Rotation about a Fixed Axis-2- So far, we haven’t seen anything new. The angular momentum about the z axis (which we have called Lz) is just the moment of inertia about that axis, Iz, times the angular frequency of rotation.
- Likewise, the kinetic energy of rotation is
- What is new, however, is that

so there are two other components of L:

- We shall see in a moment that these two sums are in general not zero, so even though w points in the z direction, there may be orthogonal components of L so that L points in some other direction, i.e. L = Iw is generally not true. As you might guess, this is going to have something to do with the symmetry of the rotating body relative to the rotation axis.
- Here is a simple example: A point mass on a massless rod,

rotating at an angle q relative to the rod.

- At the moment shown, v is into the page, and L = r×p is in the

direction shown, perpendicular to r. Note that L precesses.

w

m

q

r

L

Rotation about a Fixed Axis-3- Because L is changing direction, clearly That means there is a non-zero torque, which should be obvious to you, since the centrifugal force on the mass is going to try to bend or straighten the rod. In order to keep the mass in the position shown, the rod must exert a sideways force, presumably due to the stiffness of the rod, which amounts to a torque G = r×F.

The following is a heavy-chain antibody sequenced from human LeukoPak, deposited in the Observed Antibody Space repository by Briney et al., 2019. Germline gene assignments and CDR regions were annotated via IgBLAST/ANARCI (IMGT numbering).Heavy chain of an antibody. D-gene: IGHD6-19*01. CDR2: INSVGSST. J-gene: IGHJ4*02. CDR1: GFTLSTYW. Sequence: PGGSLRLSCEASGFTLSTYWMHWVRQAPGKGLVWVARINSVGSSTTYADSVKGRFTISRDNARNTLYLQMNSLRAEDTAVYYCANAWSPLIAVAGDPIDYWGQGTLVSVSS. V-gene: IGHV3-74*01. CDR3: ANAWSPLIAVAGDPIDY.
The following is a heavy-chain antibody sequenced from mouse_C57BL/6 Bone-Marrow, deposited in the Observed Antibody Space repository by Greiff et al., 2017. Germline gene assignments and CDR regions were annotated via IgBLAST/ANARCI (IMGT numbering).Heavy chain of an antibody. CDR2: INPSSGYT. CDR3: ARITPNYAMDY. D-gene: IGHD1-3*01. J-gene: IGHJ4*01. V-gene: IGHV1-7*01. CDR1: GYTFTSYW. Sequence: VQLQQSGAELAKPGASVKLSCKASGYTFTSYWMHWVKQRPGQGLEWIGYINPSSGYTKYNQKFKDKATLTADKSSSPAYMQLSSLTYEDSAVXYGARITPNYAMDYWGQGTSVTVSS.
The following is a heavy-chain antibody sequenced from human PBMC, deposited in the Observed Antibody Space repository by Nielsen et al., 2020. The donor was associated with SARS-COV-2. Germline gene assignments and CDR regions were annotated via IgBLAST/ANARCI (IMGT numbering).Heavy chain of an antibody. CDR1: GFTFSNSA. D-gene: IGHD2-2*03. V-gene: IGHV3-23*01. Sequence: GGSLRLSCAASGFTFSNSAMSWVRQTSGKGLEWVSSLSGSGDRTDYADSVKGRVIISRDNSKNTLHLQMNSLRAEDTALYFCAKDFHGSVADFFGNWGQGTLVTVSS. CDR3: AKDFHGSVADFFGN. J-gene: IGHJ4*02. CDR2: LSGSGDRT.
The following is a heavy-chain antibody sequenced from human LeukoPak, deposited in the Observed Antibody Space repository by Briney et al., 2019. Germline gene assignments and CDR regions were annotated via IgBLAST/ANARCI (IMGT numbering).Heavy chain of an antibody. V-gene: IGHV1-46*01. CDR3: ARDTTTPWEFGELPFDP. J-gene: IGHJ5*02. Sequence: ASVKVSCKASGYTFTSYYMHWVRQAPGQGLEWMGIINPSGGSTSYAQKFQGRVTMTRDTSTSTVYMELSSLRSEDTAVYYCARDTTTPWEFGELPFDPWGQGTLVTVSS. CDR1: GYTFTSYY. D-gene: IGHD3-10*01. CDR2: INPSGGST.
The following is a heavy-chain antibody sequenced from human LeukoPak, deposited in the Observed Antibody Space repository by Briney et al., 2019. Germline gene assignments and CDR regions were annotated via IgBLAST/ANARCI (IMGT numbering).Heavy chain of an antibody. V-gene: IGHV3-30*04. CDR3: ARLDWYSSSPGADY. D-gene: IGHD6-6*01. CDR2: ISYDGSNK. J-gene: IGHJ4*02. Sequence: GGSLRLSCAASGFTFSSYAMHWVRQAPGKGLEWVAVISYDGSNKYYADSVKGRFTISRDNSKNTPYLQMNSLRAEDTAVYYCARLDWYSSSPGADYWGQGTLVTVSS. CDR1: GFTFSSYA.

- Usually one wants to design rotating mechanisms so that no torque is needed (i.e. the wheels on your car), which amounts to designing them so that their angular momentum is aligned with the rotation axis.
- You know that if your wheels are not balanced, they generate a wobble or vibration, which is just this precessing angular momentum vector. If that happens, you can take your car to the shop and have the wheels balanced (small weights attached to the rims).